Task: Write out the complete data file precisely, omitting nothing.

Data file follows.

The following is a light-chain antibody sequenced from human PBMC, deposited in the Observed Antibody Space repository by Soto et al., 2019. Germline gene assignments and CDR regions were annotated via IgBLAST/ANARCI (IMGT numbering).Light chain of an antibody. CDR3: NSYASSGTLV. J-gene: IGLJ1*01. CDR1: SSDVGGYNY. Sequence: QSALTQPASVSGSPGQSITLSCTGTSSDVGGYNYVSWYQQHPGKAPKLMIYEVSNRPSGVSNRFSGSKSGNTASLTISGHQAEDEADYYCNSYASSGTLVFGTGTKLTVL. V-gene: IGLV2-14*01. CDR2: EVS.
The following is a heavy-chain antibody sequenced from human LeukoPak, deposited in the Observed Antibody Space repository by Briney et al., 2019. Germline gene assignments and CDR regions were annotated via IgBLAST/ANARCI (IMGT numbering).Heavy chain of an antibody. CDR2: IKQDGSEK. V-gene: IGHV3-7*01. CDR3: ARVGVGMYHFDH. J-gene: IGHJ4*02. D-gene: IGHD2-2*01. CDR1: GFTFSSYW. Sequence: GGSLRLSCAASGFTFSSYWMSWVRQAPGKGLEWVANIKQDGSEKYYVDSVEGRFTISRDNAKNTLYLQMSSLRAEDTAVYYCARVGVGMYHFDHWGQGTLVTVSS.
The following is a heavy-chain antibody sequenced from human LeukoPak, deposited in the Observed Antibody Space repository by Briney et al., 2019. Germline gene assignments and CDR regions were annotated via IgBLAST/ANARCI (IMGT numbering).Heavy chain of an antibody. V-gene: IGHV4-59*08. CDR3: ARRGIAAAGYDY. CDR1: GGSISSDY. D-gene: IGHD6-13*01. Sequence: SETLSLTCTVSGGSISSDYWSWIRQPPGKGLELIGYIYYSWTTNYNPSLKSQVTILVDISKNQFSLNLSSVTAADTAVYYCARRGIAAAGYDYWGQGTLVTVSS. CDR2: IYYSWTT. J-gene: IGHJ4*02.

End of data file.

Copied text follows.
The following is a light-chain antibody sequenced from human PBMC, deposited in the Observed Antibody Space repository by Soto et al., 2019. Germline gene assignments and CDR regions were annotated via IgBLAST/ANARCI (IMGT numbering).Light chain of an antibody. CDR3: NSYASSGTLV. J-gene: IGLJ1*01. CDR1: SSDVGGYNY. Sequence: QSALTQPASVSGSPGQSITLSCTGTSSDVGGYNYVSWYQQHPGKAPKLMIYEVSNRPSGVSNRFSGSKSGNTASLTISGHQAEDEADYYCNSYASSGTLVFGTGTKLTVL. V-gene: IGLV2-14*01. CDR2: EVS.
The following is a heavy-chain antibody sequenced from human LeukoPak, deposited in the Observed Antibody Space repository by Briney et al., 2019. Germline gene assignments and CDR regions were annotated via IgBLAST/ANARCI (IMGT numbering).Heavy chain of an antibody. CDR2: IKQDGSEK. V-gene: IGHV3-7*01. CDR3: ARVGVGMYHFDH. J-gene: IGHJ4*02. D-gene: IGHD2-2*01. CDR1: GFTFSSYW. Sequence: GGSLRLSCAASGFTFSSYWMSWVRQAPGKGLEWVANIKQDGSEKYYVDSVEGRFTISRDNAKNTLYLQMSSLRAEDTAVYYCARVGVGMYHFDHWGQGTLVTVSS.
The following is a heavy-chain antibody sequenced from human LeukoPak, deposited in the Observed Antibody Space repository by Briney et al., 2019. Germline gene assignments and CDR regions were annotated via IgBLAST/ANARCI (IMGT numbering).Heavy chain of an antibody. V-gene: IGHV4-59*08. CDR3: ARRGIAAAGYDY. CDR1: GGSISSDY. D-gene: IGHD6-13*01. Sequence: SETLSLTCTVSGGSISSDYWSWIRQPPGKGLELIGYIYYSWTTNYNPSLKSQVTILVDISKNQFSLNLSSVTAADTAVYYCARRGIAAAGYDYWGQGTLVTVSS. CDR2: IYYSWTT. J-gene: IGHJ4*02.